Thursday, 11 June 2015

Have the Tories converted to anti-Imperialism? But stayed true to the idea that the rest of us should pay?

The Conservative Party has always been the party of Empire, rejoicing in the grandeur of Britain’s imperial past. So it takes some courage for that party, of all parties, to turn its back on that juicy part of our island story.

Before, however, we get carried away with admiration for this refreshing change in viewpoint, we should bear in mind that they probably don’t realise that’s what they’ve done.

In his annual speech at the Mansion House in the City of London, the Chancellor of the Exchequer this year announced his commitment to keeping the government budget in surplus. Not just on his watch but, with legal backing, for all governments to come. That sounds like common sense, doesn’t it? Stop borrowing – sounds like good housekeeping. Wipe out debt – got to be liberating.

George Osborne
In his Mansion House speech, he disowned Britain's imperial tradition
Curiously, though, it’s the opposite of what, for Tories, put the Great in Britain. Which was the building of an Empire and becoming a world power. 

When the process started, at the end of the 17th century, the British national debt was pretty much zero. But by 1763, the end of the Seven Years War when Britain won pre-eminence in India and North America, the debt had grown to £123 million – £21 billion in today’s terms.

Now that’s not much compared to the current British national debt, which is £1.56 trillion. However, today’s figure represents 82% of GDP; the figure in 1763 represented an eye-watering 156% of GDP.

By the end of the Napoleonic Wars, when Britain had won undisputed world leadership, the debt stood at 237% of GDP.

It seems it was by incurring debt that Britain became Great. At least in the terms Tories understand greatness, equated with dominance over others. Interestingly, the worst setback to Britain’s growth as a global superpower, came when it tried to reduce debt.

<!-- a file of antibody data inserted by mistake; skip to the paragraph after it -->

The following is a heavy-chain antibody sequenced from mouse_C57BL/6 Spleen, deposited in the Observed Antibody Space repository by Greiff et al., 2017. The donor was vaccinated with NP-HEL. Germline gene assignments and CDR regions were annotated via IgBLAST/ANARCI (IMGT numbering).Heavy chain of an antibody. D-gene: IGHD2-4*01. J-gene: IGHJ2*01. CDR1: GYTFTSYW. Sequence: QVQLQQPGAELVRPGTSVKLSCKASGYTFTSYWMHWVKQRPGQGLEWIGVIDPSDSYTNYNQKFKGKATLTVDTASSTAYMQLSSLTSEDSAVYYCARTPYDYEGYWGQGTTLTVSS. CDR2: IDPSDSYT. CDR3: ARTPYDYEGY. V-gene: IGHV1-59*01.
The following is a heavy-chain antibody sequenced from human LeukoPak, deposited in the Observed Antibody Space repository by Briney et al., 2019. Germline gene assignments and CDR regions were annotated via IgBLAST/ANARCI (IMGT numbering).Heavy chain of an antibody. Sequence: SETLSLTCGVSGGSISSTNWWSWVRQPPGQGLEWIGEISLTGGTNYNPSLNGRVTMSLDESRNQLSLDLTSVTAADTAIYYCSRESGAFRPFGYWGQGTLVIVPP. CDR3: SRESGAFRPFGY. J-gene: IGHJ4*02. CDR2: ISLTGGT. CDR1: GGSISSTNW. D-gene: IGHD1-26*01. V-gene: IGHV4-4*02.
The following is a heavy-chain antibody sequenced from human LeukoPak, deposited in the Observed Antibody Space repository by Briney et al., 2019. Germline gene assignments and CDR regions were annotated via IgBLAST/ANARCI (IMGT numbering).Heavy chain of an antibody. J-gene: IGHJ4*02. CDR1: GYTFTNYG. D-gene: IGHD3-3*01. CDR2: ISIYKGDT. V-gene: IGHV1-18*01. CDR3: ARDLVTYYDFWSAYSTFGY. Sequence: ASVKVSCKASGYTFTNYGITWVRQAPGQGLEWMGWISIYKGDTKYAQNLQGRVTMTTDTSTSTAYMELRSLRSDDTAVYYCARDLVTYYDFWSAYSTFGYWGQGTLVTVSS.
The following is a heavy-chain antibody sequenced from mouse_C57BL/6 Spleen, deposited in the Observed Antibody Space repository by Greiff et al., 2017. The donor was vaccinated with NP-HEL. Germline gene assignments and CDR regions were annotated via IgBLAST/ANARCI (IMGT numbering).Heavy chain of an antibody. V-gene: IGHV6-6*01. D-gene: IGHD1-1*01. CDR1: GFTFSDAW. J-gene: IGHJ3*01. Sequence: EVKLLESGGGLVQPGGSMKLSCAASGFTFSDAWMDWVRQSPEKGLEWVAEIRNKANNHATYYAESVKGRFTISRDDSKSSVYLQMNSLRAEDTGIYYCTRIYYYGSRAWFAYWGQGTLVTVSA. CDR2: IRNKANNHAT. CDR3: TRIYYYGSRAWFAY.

From 1765 onwards, Britain decided that it was time that the colonies it claimed to be protecting in the Seven Years War, should help it defray some of its expenses. Over the next five years, it attempted to impose a series of taxes on its North American possessions. But that only led to increasing bitterness among the colonists, flaring up into first resistance, occasionally violence, followed by open war in 1775 and a Declaration of Independence in 1776.

Finally, in 1783, Britain’s attempt to reduce its debt on the backs of the North Americans, led to its definitive loss of the colonies. And at a cost of £250 million, to boot – over twice the amount of the debt in the first place. 

Ironically, this was the result of attempting to do the exact opposite – reduce debt – or, in other words, to pursue the very policies of their Tory successors today. The policies championed by George Osborne. 

It’s strange how attempts to make brutal reductions in national debt can backfire – adding to the debt, while at the same time denying the nation success in achieving its goals.

On the other hand, many of us on the left are glad to see the end of Empire. It did little for the common people of Britain, and was often gained at the price of their sacrifice – if the colonised peoples suffered most, the poor of Britain were frequently not far behind in undergoing privations imposed by imperialism: they provided the foot soldiers for the forces on which it rested, and for the industries that kept them operating.

You might think that as a result we ought to be pleased by Osborne’s decision to take the anti-imperialist route of reducing national debt, instead of the road to national greatness that traditionally involves incurring more.

The trouble is that one thing will not have changed, between the phase of growing Empire and Osborne’s latter-day conversion to anti-imperialism. Between Tory drives to incur debt or to reduce it. To extend British power or to reduce it.

It will, as ever, be the ordinary citizen who will foot the bill for their policies.

No comments: